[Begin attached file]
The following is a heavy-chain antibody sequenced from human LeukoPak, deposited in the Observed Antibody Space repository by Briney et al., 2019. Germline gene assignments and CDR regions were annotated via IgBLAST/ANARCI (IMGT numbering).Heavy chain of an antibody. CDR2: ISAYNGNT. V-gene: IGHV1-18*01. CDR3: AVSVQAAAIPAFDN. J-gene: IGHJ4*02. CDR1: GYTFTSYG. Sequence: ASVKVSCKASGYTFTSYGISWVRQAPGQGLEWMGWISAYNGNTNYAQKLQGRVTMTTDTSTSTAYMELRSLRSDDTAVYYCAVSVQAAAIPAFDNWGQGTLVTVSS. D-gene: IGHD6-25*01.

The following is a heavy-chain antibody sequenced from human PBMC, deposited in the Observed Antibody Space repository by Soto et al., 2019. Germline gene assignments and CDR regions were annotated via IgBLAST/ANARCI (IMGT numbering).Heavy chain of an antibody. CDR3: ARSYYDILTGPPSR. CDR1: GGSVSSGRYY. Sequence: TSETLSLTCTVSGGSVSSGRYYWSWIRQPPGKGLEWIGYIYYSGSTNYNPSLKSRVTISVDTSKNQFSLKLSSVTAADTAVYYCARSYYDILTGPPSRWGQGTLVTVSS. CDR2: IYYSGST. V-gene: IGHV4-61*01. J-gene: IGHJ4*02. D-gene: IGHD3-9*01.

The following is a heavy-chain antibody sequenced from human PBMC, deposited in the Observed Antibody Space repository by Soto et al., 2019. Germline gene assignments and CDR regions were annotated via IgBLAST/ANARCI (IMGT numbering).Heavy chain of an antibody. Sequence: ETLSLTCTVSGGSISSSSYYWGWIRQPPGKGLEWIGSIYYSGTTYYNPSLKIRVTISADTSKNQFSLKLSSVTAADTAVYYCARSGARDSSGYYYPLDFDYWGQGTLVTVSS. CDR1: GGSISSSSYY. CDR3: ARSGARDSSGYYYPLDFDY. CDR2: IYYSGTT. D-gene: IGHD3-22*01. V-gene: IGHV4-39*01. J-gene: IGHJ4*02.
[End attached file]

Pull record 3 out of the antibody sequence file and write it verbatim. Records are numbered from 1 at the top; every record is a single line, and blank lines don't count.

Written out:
The following is a heavy-chain antibody sequenced from human PBMC, deposited in the Observed Antibody Space repository by Soto et al., 2019. Germline gene assignments and CDR regions were annotated via IgBLAST/ANARCI (IMGT numbering).Heavy chain of an antibody. Sequence: ETLSLTCTVSGGSISSSSYYWGWIRQPPGKGLEWIGSIYYSGTTYYNPSLKIRVTISADTSKNQFSLKLSSVTAADTAVYYCARSGARDSSGYYYPLDFDYWGQGTLVTVSS. CDR1: GGSISSSSYY. CDR3: ARSGARDSSGYYYPLDFDY. CDR2: IYYSGTT. D-gene: IGHD3-22*01. V-gene: IGHV4-39*01. J-gene: IGHJ4*02.